Place the sauerkraut, shallot, horseradish, sugar, vinegar and spices in a 2 or 4 quart slow cooker. Stir to evenly distribute all ingredients. Add the pork chop and cover in sauerkraut. Cook on low 8 hours or 4 hours on high. The pork should be easily shredded with a fork. Shred the meat and stir. Serve hot.
My thoughts:
One of the (many) little quirks of living in Baltimore is that we always eat sauerkraut with our Thanksgiving meal. I was in college before I realized that this practice was unique to Baltimore and that not everyone in country ate sauerkraut with their turkey. It dates back to the days when there was large number of German immigrants in the city. I think it stayed a staple because it is just so good with poultry. The salty, pickled flavor cuts through the sweet and richness of cranberry sauce and mashed potatoes. My family has only served plain sauerkraut (either homemade or commercially prepared) but this year I thought I'd splash out and make something a little different. So I created this recipe.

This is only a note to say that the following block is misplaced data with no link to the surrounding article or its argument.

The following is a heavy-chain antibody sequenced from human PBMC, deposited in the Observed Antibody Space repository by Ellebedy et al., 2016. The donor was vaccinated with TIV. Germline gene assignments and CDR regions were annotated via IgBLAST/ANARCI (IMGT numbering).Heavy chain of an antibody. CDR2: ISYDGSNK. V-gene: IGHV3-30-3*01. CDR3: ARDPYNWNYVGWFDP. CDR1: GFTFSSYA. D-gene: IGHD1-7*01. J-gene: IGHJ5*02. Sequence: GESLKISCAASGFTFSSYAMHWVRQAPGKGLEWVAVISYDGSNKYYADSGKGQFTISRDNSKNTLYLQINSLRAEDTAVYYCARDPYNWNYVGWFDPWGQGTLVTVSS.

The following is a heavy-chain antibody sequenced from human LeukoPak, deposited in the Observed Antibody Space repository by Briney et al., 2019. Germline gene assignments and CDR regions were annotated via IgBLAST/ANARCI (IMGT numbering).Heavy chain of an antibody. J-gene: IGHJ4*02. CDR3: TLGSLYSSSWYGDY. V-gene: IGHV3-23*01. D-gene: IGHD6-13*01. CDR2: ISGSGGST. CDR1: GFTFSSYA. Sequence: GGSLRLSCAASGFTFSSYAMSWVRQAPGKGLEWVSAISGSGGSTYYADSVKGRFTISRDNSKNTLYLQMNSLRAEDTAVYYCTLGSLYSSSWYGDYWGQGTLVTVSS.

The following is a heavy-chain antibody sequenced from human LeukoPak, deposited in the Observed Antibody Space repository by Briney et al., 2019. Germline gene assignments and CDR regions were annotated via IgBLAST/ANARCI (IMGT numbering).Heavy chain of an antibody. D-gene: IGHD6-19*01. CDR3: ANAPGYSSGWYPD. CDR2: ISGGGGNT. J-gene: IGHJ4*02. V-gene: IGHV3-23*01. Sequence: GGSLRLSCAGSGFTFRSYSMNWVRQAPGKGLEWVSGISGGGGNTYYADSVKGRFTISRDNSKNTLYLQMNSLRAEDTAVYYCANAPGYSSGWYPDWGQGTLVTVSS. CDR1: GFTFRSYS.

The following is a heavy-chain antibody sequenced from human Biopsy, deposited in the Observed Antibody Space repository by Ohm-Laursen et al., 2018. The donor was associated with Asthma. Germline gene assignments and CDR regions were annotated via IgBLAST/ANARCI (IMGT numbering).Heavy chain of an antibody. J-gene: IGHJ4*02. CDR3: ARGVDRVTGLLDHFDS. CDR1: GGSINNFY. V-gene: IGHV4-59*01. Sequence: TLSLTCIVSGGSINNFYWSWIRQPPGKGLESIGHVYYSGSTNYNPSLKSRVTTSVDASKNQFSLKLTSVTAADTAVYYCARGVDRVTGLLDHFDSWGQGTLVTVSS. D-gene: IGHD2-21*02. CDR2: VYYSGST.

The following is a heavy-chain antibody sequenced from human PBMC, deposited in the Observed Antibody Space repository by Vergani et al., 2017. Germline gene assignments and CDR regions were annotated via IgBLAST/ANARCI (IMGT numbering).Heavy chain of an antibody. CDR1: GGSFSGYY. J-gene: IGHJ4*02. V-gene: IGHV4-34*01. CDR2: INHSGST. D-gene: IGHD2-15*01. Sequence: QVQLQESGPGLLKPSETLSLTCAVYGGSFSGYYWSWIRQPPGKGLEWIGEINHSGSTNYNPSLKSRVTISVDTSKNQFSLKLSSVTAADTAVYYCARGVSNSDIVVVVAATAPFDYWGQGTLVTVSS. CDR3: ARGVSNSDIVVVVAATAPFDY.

Perhaps surprisingly, the red wine vinegar makes the sauerkraut slightly sweet and less puckeringly sour. I like mustard seed with my sauerkraut rather than the traditional caraway seed, I think the flavor melds better and the mustard seeds have a softer texture. The pork chop makes it taste more robust but leaving it out would make this a delicious (vegan) side dish.

November 14, 2009

Thanksgiving, Coconut & Lime Style

Starting on Nov. 16th, I will be posting (coordinating) Thanksgiving day recipes starting with side dishes and cranberry sauce. The following week will include turkey and stuffing. Look for Thanksgiving leftover recipes starting Thanksgiving day.